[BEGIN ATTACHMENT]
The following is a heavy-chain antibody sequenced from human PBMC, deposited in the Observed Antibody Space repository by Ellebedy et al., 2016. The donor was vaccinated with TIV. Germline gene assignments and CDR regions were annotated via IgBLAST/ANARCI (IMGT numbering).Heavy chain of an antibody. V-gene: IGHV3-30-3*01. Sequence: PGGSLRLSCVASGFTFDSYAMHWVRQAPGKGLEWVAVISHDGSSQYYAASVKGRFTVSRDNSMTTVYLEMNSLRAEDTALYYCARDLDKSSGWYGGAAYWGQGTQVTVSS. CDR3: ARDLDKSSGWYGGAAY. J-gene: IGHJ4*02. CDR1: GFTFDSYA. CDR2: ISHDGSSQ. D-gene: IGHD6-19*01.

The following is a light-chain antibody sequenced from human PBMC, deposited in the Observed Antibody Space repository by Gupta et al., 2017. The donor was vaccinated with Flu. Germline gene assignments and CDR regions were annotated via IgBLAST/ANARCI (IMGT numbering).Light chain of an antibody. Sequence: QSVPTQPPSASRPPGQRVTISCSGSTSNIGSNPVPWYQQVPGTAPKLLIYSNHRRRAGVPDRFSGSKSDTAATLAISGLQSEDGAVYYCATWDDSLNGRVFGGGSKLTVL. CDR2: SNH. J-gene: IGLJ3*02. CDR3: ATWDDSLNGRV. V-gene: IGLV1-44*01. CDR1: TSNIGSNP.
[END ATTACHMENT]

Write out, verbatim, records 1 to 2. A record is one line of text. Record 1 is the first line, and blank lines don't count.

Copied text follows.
The following is a heavy-chain antibody sequenced from human PBMC, deposited in the Observed Antibody Space repository by Ellebedy et al., 2016. The donor was vaccinated with TIV. Germline gene assignments and CDR regions were annotated via IgBLAST/ANARCI (IMGT numbering).Heavy chain of an antibody. V-gene: IGHV3-30-3*01. Sequence: PGGSLRLSCVASGFTFDSYAMHWVRQAPGKGLEWVAVISHDGSSQYYAASVKGRFTVSRDNSMTTVYLEMNSLRAEDTALYYCARDLDKSSGWYGGAAYWGQGTQVTVSS. CDR3: ARDLDKSSGWYGGAAY. J-gene: IGHJ4*02. CDR1: GFTFDSYA. CDR2: ISHDGSSQ. D-gene: IGHD6-19*01.

The following is a light-chain antibody sequenced from human PBMC, deposited in the Observed Antibody Space repository by Gupta et al., 2017. The donor was vaccinated with Flu. Germline gene assignments and CDR regions were annotated via IgBLAST/ANARCI (IMGT numbering).Light chain of an antibody. Sequence: QSVPTQPPSASRPPGQRVTISCSGSTSNIGSNPVPWYQQVPGTAPKLLIYSNHRRRAGVPDRFSGSKSDTAATLAISGLQSEDGAVYYCATWDDSLNGRVFGGGSKLTVL. CDR2: SNH. J-gene: IGLJ3*02. CDR3: ATWDDSLNGRV. V-gene: IGLV1-44*01. CDR1: TSNIGSNP.